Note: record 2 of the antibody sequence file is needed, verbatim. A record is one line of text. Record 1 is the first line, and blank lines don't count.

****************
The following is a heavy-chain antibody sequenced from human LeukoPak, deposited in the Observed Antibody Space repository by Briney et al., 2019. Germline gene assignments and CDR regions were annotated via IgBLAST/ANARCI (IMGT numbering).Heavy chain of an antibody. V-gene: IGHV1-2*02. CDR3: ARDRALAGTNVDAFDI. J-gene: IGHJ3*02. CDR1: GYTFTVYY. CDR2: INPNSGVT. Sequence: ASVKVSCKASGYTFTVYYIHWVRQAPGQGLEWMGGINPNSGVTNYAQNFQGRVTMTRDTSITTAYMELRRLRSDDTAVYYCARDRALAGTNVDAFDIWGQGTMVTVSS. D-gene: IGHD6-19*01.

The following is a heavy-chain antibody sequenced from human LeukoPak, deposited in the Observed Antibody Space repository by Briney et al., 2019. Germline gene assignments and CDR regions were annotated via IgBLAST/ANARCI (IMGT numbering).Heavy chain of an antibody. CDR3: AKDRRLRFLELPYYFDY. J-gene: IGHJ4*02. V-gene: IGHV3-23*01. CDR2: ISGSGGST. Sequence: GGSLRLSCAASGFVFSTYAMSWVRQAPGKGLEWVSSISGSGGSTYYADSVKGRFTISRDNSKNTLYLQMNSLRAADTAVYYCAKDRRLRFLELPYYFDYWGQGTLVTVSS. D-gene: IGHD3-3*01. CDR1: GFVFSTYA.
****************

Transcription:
The following is a heavy-chain antibody sequenced from human LeukoPak, deposited in the Observed Antibody Space repository by Briney et al., 2019. Germline gene assignments and CDR regions were annotated via IgBLAST/ANARCI (IMGT numbering).Heavy chain of an antibody. CDR3: AKDRRLRFLELPYYFDY. J-gene: IGHJ4*02. V-gene: IGHV3-23*01. CDR2: ISGSGGST. Sequence: GGSLRLSCAASGFVFSTYAMSWVRQAPGKGLEWVSSISGSGGSTYYADSVKGRFTISRDNSKNTLYLQMNSLRAADTAVYYCAKDRRLRFLELPYYFDYWGQGTLVTVSS. D-gene: IGHD3-3*01. CDR1: GFVFSTYA.